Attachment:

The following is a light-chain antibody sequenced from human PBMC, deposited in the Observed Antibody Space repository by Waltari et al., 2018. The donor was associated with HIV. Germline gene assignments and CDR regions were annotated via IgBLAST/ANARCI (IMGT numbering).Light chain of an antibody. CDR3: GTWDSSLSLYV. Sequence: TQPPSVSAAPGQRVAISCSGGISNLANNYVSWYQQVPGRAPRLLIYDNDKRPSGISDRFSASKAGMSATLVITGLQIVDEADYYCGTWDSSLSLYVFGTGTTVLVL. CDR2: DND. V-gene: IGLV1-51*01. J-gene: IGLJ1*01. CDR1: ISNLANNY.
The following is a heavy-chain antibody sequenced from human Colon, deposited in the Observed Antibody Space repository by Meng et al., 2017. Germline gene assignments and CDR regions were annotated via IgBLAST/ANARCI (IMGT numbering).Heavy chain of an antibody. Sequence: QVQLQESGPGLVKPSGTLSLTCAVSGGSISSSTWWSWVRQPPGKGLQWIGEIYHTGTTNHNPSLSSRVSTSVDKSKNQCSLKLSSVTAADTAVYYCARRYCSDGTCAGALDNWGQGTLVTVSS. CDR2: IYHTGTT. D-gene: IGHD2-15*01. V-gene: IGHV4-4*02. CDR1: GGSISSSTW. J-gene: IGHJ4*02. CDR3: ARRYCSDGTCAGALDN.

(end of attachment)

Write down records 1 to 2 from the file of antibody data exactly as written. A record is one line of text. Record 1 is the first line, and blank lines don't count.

The following is a light-chain antibody sequenced from human PBMC, deposited in the Observed Antibody Space repository by Waltari et al., 2018. The donor was associated with HIV. Germline gene assignments and CDR regions were annotated via IgBLAST/ANARCI (IMGT numbering).Light chain of an antibody. CDR3: GTWDSSLSLYV. Sequence: TQPPSVSAAPGQRVAISCSGGISNLANNYVSWYQQVPGRAPRLLIYDNDKRPSGISDRFSASKAGMSATLVITGLQIVDEADYYCGTWDSSLSLYVFGTGTTVLVL. CDR2: DND. V-gene: IGLV1-51*01. J-gene: IGLJ1*01. CDR1: ISNLANNY.
The following is a heavy-chain antibody sequenced from human Colon, deposited in the Observed Antibody Space repository by Meng et al., 2017. Germline gene assignments and CDR regions were annotated via IgBLAST/ANARCI (IMGT numbering).Heavy chain of an antibody. Sequence: QVQLQESGPGLVKPSGTLSLTCAVSGGSISSSTWWSWVRQPPGKGLQWIGEIYHTGTTNHNPSLSSRVSTSVDKSKNQCSLKLSSVTAADTAVYYCARRYCSDGTCAGALDNWGQGTLVTVSS. CDR2: IYHTGTT. D-gene: IGHD2-15*01. V-gene: IGHV4-4*02. CDR1: GGSISSSTW. J-gene: IGHJ4*02. CDR3: ARRYCSDGTCAGALDN.